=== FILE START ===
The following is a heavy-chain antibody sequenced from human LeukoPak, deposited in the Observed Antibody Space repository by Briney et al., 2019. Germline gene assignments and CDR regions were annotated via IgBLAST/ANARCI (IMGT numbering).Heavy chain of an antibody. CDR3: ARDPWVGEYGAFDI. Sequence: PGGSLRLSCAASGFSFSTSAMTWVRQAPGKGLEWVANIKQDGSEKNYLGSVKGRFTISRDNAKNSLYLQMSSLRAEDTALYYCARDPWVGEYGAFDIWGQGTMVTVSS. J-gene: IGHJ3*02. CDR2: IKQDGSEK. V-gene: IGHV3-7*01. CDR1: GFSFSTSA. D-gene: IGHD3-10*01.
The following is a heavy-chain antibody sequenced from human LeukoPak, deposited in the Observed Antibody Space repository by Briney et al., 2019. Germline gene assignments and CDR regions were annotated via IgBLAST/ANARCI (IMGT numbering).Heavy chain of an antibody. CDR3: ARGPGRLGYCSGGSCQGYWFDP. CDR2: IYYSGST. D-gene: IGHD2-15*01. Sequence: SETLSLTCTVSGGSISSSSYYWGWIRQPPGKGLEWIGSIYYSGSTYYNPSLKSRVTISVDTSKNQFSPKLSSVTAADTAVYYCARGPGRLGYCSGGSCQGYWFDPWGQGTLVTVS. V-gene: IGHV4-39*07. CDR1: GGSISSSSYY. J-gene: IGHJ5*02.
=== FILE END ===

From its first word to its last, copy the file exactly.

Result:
The following is a heavy-chain antibody sequenced from human LeukoPak, deposited in the Observed Antibody Space repository by Briney et al., 2019. Germline gene assignments and CDR regions were annotated via IgBLAST/ANARCI (IMGT numbering).Heavy chain of an antibody. CDR3: ARDPWVGEYGAFDI. Sequence: PGGSLRLSCAASGFSFSTSAMTWVRQAPGKGLEWVANIKQDGSEKNYLGSVKGRFTISRDNAKNSLYLQMSSLRAEDTALYYCARDPWVGEYGAFDIWGQGTMVTVSS. J-gene: IGHJ3*02. CDR2: IKQDGSEK. V-gene: IGHV3-7*01. CDR1: GFSFSTSA. D-gene: IGHD3-10*01.
The following is a heavy-chain antibody sequenced from human LeukoPak, deposited in the Observed Antibody Space repository by Briney et al., 2019. Germline gene assignments and CDR regions were annotated via IgBLAST/ANARCI (IMGT numbering).Heavy chain of an antibody. CDR3: ARGPGRLGYCSGGSCQGYWFDP. CDR2: IYYSGST. D-gene: IGHD2-15*01. Sequence: SETLSLTCTVSGGSISSSSYYWGWIRQPPGKGLEWIGSIYYSGSTYYNPSLKSRVTISVDTSKNQFSPKLSSVTAADTAVYYCARGPGRLGYCSGGSCQGYWFDPWGQGTLVTVS. V-gene: IGHV4-39*07. CDR1: GGSISSSSYY. J-gene: IGHJ5*02.